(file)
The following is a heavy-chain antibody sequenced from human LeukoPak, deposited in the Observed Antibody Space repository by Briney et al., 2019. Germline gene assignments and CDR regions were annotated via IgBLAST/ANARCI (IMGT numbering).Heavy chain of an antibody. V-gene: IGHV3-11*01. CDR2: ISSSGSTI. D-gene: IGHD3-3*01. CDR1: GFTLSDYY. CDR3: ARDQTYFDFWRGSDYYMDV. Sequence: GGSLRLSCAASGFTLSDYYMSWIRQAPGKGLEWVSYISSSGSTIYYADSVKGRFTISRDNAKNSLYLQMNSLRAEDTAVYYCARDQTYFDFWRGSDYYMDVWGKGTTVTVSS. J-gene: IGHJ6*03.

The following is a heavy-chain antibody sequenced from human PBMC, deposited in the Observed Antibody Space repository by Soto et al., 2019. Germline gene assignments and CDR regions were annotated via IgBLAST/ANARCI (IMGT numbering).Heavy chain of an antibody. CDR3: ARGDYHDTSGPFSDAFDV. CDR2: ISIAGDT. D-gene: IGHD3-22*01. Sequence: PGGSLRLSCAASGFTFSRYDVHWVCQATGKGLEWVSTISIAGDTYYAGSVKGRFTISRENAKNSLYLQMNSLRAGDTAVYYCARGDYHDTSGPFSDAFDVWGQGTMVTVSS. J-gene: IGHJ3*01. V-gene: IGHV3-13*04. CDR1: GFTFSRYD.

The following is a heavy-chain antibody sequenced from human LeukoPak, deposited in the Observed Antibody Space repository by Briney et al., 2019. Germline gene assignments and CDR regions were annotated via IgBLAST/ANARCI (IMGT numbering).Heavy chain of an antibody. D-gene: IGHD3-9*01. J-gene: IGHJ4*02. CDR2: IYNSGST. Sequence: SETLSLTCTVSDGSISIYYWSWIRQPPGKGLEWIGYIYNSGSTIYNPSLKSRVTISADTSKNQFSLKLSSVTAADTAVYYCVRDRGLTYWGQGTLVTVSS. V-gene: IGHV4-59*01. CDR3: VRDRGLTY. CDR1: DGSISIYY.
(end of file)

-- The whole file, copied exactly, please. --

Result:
The following is a heavy-chain antibody sequenced from human LeukoPak, deposited in the Observed Antibody Space repository by Briney et al., 2019. Germline gene assignments and CDR regions were annotated via IgBLAST/ANARCI (IMGT numbering).Heavy chain of an antibody. V-gene: IGHV3-11*01. CDR2: ISSSGSTI. D-gene: IGHD3-3*01. CDR1: GFTLSDYY. CDR3: ARDQTYFDFWRGSDYYMDV. Sequence: GGSLRLSCAASGFTLSDYYMSWIRQAPGKGLEWVSYISSSGSTIYYADSVKGRFTISRDNAKNSLYLQMNSLRAEDTAVYYCARDQTYFDFWRGSDYYMDVWGKGTTVTVSS. J-gene: IGHJ6*03.

The following is a heavy-chain antibody sequenced from human PBMC, deposited in the Observed Antibody Space repository by Soto et al., 2019. Germline gene assignments and CDR regions were annotated via IgBLAST/ANARCI (IMGT numbering).Heavy chain of an antibody. CDR3: ARGDYHDTSGPFSDAFDV. CDR2: ISIAGDT. D-gene: IGHD3-22*01. Sequence: PGGSLRLSCAASGFTFSRYDVHWVCQATGKGLEWVSTISIAGDTYYAGSVKGRFTISRENAKNSLYLQMNSLRAGDTAVYYCARGDYHDTSGPFSDAFDVWGQGTMVTVSS. J-gene: IGHJ3*01. V-gene: IGHV3-13*04. CDR1: GFTFSRYD.

The following is a heavy-chain antibody sequenced from human LeukoPak, deposited in the Observed Antibody Space repository by Briney et al., 2019. Germline gene assignments and CDR regions were annotated via IgBLAST/ANARCI (IMGT numbering).Heavy chain of an antibody. D-gene: IGHD3-9*01. J-gene: IGHJ4*02. CDR2: IYNSGST. Sequence: SETLSLTCTVSDGSISIYYWSWIRQPPGKGLEWIGYIYNSGSTIYNPSLKSRVTISADTSKNQFSLKLSSVTAADTAVYYCVRDRGLTYWGQGTLVTVSS. V-gene: IGHV4-59*01. CDR3: VRDRGLTY. CDR1: DGSISIYY.